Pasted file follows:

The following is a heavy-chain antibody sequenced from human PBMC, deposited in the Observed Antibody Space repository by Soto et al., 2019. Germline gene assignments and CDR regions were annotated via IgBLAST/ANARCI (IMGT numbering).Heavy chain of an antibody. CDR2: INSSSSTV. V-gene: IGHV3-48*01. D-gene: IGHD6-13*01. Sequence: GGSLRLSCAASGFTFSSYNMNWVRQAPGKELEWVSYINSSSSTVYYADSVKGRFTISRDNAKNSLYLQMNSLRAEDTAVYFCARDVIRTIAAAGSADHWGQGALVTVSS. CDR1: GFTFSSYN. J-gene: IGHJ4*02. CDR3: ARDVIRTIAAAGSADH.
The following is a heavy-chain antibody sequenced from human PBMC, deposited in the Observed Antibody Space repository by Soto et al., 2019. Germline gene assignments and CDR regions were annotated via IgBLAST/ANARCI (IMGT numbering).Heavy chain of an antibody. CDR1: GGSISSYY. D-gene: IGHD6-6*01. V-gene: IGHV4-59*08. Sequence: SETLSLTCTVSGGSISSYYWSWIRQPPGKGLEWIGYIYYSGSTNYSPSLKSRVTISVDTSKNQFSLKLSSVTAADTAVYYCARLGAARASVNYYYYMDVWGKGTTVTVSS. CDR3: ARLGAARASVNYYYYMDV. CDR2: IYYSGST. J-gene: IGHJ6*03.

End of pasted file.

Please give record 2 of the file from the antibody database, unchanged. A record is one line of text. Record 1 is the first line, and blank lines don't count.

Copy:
The following is a heavy-chain antibody sequenced from human PBMC, deposited in the Observed Antibody Space repository by Soto et al., 2019. Germline gene assignments and CDR regions were annotated via IgBLAST/ANARCI (IMGT numbering).Heavy chain of an antibody. CDR1: GGSISSYY. D-gene: IGHD6-6*01. V-gene: IGHV4-59*08. Sequence: SETLSLTCTVSGGSISSYYWSWIRQPPGKGLEWIGYIYYSGSTNYSPSLKSRVTISVDTSKNQFSLKLSSVTAADTAVYYCARLGAARASVNYYYYMDVWGKGTTVTVSS. CDR3: ARLGAARASVNYYYYMDV. CDR2: IYYSGST. J-gene: IGHJ6*03.